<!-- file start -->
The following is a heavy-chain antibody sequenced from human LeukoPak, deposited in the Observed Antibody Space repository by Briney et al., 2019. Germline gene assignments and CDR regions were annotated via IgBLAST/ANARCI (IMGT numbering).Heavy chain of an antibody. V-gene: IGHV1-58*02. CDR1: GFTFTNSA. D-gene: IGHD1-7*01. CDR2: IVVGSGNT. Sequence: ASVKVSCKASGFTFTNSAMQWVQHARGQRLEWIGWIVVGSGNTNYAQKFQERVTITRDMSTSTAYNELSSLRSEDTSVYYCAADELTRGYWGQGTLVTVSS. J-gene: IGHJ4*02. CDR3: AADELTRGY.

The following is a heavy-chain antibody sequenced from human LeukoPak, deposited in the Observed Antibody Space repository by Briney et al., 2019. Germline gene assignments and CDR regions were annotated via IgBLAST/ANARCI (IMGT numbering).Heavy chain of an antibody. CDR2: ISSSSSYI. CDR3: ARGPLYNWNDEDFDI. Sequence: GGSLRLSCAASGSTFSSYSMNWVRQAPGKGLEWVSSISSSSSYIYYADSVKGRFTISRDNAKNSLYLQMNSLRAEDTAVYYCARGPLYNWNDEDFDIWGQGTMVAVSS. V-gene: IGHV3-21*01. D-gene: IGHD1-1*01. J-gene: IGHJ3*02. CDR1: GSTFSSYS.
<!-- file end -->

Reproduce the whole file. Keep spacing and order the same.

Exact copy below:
The following is a heavy-chain antibody sequenced from human LeukoPak, deposited in the Observed Antibody Space repository by Briney et al., 2019. Germline gene assignments and CDR regions were annotated via IgBLAST/ANARCI (IMGT numbering).Heavy chain of an antibody. V-gene: IGHV1-58*02. CDR1: GFTFTNSA. D-gene: IGHD1-7*01. CDR2: IVVGSGNT. Sequence: ASVKVSCKASGFTFTNSAMQWVQHARGQRLEWIGWIVVGSGNTNYAQKFQERVTITRDMSTSTAYNELSSLRSEDTSVYYCAADELTRGYWGQGTLVTVSS. J-gene: IGHJ4*02. CDR3: AADELTRGY.

The following is a heavy-chain antibody sequenced from human LeukoPak, deposited in the Observed Antibody Space repository by Briney et al., 2019. Germline gene assignments and CDR regions were annotated via IgBLAST/ANARCI (IMGT numbering).Heavy chain of an antibody. CDR2: ISSSSSYI. CDR3: ARGPLYNWNDEDFDI. Sequence: GGSLRLSCAASGSTFSSYSMNWVRQAPGKGLEWVSSISSSSSYIYYADSVKGRFTISRDNAKNSLYLQMNSLRAEDTAVYYCARGPLYNWNDEDFDIWGQGTMVAVSS. V-gene: IGHV3-21*01. D-gene: IGHD1-1*01. J-gene: IGHJ3*02. CDR1: GSTFSSYS.